Conservators of the Peace

Tillamook County

Sheriff Andy Long

Tillamook County Sheriff's Office

5995 Long Prairie Rd
Tillamook, OR 97141

tel: 503-815-3330
fax: 503-815-3399
Tillamook County Sheriff’s site

About Sheriff Long

Sheriff Andy Long began his law enforcement career with the United States Coast Guard in 1981 with ten years of active duty. In 1991 when he was hired with the Tillamook County Sheriff’s Office he transferred to active reservist status as a Coast Guard Special Agent with the C. G. Investigative Service until retirement in 2001.

Sheriff Andy Long served as a Corrections Deputy, Patrol Deputy, Patrol Sergeant, Detective Sergeant, Jail Commander, and a short time as Undersheriff before he was appointed Sheriff upon Sheriff Todd Anderson retirement by the Board of Commissioners on November 1st 2011.

Sheriff Andy Long currently or has served: Oregon State Sheriffs Jail Command Council as Vice President, and President; Chairman of the North Coast Narcotics Task Force; Community Corrections Commission; and Oregon Department of Public Safety and Standards and Training Instructor.

Sheriff Andy Long was sworn in by County Clerk Tassi O’Neil on November 1, 2011, 8am, Circuit Court Room 102.

About the Tillamook County Sheriff's Office


Winter, 2016 – On Friday morning, October 14th, we were just assessing the damage from the previous evening’s 100+ windstorm when the call came in about a tornado in the city of Manzani­ta, in the northern part of the county. The reports included numerous trees down, several structures damaged, many impassable roads, but no information on injuries. The last such tornado in Tillamook County was in 1975. The County Incident Command Team was immediately activated and multiple agency resources from within the county and some from outside the county were dispatched. Overall, the response to this event is described by many as remarkable. Within a matter of a few hours, all roads in the area had been made passible and multiple utility personnel were working to restore power to the roughly 2,700 customers who were out of service, which included all of Manzanita. All told, this wa­terspout that came ashore as an EF2 tornado damaged 128 structures in its three-quarter mile path between the beach and Highway 101 which included the center of town, with zero deaths or reported injuries. A total of 28 agencies represented by 233 individuals did a remarkable job handling this incident. As an example, the utility folks had replaced all downed poles and restored power to everyone able to get power, in under 48 hours. A final note, the Portland National Weather Service who had issued two tornado warnings in the previous 12 months, issued 10 that morning before 9:30 a.m., most of those in Tillamook County. There was one other tornado sighted that morning in Oceanside with no damage.

On November 5, 2016, the Tillamook County Search and Rescue (SAR) Team hosted the 1st annual SAR Banquet which was an over­whelming success and raised over $40,000 for the SAR program. The event was attended by over 350 guests from the community and fea­tured auction items donated by local area and Oregon-based businesses. The funds raised will be used to purchase upgraded equip­ment, improve facilities and provide ongoing training for SAR members. SAR Coordinator Dean Burdick and members of the SAR team organized the event and plan to make it an annual fundraising function. Thanks very much to those who helped make the auction such a great success.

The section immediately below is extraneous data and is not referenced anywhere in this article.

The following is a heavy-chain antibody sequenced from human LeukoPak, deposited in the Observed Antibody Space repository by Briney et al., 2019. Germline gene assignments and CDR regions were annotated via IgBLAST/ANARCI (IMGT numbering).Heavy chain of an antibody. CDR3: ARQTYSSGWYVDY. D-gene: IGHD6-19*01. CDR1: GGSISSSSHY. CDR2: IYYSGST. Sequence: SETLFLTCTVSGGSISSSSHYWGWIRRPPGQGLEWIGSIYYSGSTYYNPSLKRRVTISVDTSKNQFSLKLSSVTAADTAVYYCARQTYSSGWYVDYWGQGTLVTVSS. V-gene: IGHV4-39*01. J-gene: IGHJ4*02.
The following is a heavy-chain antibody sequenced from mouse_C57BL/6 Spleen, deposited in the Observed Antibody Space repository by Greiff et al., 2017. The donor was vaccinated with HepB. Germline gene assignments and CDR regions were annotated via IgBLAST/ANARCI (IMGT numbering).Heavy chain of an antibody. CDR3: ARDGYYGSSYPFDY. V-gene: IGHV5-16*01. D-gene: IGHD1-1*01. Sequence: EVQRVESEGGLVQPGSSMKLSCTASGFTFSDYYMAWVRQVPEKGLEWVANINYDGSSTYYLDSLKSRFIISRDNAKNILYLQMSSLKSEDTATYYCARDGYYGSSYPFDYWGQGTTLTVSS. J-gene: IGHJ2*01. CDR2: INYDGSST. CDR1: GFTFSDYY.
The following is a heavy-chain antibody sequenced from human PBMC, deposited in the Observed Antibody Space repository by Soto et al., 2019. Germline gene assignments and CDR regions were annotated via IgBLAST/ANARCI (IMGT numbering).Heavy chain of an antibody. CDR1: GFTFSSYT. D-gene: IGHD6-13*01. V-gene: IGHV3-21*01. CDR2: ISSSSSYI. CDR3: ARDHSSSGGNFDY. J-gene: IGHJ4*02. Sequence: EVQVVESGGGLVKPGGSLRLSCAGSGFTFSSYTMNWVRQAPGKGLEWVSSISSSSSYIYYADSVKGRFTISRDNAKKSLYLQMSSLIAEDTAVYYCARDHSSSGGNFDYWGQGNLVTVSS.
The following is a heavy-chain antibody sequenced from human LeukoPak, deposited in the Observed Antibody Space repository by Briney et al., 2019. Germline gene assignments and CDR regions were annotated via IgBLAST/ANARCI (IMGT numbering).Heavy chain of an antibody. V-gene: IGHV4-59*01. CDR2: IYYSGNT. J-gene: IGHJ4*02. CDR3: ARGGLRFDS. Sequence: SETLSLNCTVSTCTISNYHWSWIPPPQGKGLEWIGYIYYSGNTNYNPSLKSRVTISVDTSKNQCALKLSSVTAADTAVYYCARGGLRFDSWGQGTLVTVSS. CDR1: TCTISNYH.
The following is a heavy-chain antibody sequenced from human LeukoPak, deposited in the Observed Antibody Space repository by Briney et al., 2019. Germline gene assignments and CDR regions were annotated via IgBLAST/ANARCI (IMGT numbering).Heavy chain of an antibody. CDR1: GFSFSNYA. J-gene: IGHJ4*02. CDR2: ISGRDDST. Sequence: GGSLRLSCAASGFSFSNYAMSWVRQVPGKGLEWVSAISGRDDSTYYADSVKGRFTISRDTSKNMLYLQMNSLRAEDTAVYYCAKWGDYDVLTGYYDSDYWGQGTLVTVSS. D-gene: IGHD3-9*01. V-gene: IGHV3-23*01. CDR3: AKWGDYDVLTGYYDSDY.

The Tillamook County Sheriff’s Office re­ceived a $20,000 grant from the Confederate Tribes of the Siletz Indians and private donors to assist in the operation of the Sheriff’s Office Underwater Dive Rescue Team. These funds will also be used to purchase new equipment enabling divers to communicate with the surface, and a trailer to store and allow quick transport of gear. The Confederated Tribes of the Siletz also donated $7,500 to purchase a medical sled for the Search and Rescue team. This sled will make it safer and easier for search teams to extricate an individual from the many remote areas in our county.

Message from the OSSA President

washington-pat-garrettAs the newly elected president, I am honored to represent all 36 Oregon sheriffs.

The sheriff has historically been the chief executive officer of the county, and this is still true under Oregon law. Elected by you and answering directly to the voters, your sheriff can be an effective voice of the people in the serious work of protecting the community. OSSA enables us to work together to serve you best.

By way of introduction, I am in my second term as the Washington County Sheriff, where deputies serve over a half million residents across 727 square miles of rural areas, urban communities, and cities. Our deputies also operate the only county jail. While Oregon counties are diverse in terms of climate, population, and economic drivers, your sheriffs work together to solve problems and challenges that we have in common.

The sheriffs of America have always played a significant role in the history of our nation; in fact, the office of Sheriff was the first county office established in the United States. Also, the first person to read the Declaration of Independence publicly was Philadelphia Sheriff John Nixon in Pennsylvania in 1776.

I look forward to working together to strengthen the office of Sheriff and the communities we proudly serve. Thank you for your continued support of the men and women on shift every day to keep our diverse and proud communities safe.


Pat Garrett
President and Washington County Sheriff.

Jail vs. Prison … What’s the Difference?

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